Disclosure: This post is in partnership with True Value.
UPDATE: I HAVE SINCE TRIED A NEW WAY TO HANG STRING LIGHTS THAT WORKS EVEN BETTER! YOU CAN SEE THE NEW LIGHT TUTORIAL HERE!
One of the things I’ve dreamt about since we moved into this home is to host a big outdoor party with twinkle lights, a pretty table and a home full of friends and family. Last weekend that dream came true as we hosted my grandparent’s 70th wedding anniversary party! It was such a special celebration and it was really fun putting it on with all the other women in my family. In preparation for the party, we put up twinkle lights in our backyard. Today, I’m going to give you some Tips for How to Hang String Lights in Backyard and also what NOT to do. We definitely had a few learning moments!
Backyard String Light Supplies:
- 50ft Outdoor Twinkle Lights
- Post Digger
- 18″ PVC Pipes
- 10ft Metal Poles*
- Power Drill
- Metal Hooks
- Post Toppers
- Elmer’s ProBond Advanced Glue
- Black Outdoor Spray Paint
- 3 Prong Extension Cord
* We used hollow aluminum poles and I don’t recommend them. We thought they would absorb wind better than PVC Pipe, but instead they just snap in half when too much pressure is put on them (we learned the hard way). We’ve now decided to replace all the poles with actual metal poles. It will cost more but they will last longer in the future.
I started by cutting the 2 1/2″ PVC Pipe down to 18″ pieces. We figured 18″ below ground would be a pretty good base.
The next bit of prep work was spray painting the poles and toppers. Instead of just having plain metal poles sticking out in our backyard, I wanted to add a decorative topper to really finish them off. These hexagon fence post toppers were the perfect solution.
I gave both the poles and the toppers a coat of Black Rust Protector Spray Paint. Whatever spray paint you buy you want to make sure it works on metal. Before you dig your post holes, you want to plan and measure and measure and measure. There are several different ways we could have hung the lights. We went back and forth on a couple of different looks but ended up doing three posts that all connect to a high point on the back of the house (scroll for pic). They create a little bit of a waterfall effect.
I can’t stress enough, measure, measure, measure. We marked where we thought all the posts should go, then held the lights up and had to remeasure. It can be a little tricky when hanging lights on a slope.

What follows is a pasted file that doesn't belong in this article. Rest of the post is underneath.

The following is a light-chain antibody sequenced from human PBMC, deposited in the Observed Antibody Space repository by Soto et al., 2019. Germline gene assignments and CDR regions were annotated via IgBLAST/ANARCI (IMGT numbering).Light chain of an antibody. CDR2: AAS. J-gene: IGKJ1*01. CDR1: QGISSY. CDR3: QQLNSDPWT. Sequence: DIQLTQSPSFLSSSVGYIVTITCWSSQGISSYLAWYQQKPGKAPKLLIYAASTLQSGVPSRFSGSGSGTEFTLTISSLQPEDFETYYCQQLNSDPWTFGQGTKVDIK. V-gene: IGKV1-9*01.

You will want to dig an 18″ hole and then place a PVC Pipe into it. Just make sure it goes below the grass line. We installed our posts this way with the intention that we could insert metal poles into the PVC pipe and then take them out (and the lights down) during the winter months. We also wanted to be able to ride our lawn mower over the post holes.
Then, we put the main poles in and poured Quickrete into the hole. We used a level to help guide the pole around and make sure it was straight up and down.
I used my power drill to make two holes at the top of the poles, about 2 1/2″ down. Then inserted a screw hook with a nut. To secure the wood topper to the metal pole I used Elmer’s ProBond Advanced. It’s my favorite glue to use because it secures wood and metal together.
Then, we strung the lights! Our poles did arch a bit due to the pressure on them. This is one of the reasons why we will eventually switch them out.
And here is how they connected to the back of our house. We used a 3 prong extension cord to connect the lights. Now that we know how good the lights look in our back yard, I’d love to have an actual outlet installed up there!
The lights were the perfect addition to the party and I can’t wait to have more events back here! More details on the party coming soon.
Image Source: Initial Photography
I was one of the bloggers selected by True Value to work on the DIY Squad. I have been compensated for my time commitment to the program as well as writing about my experience. I have also been compensated for the materials needed for my DIY project. However, my opinions are entirely my own and I have not been paid to publish positive comments.
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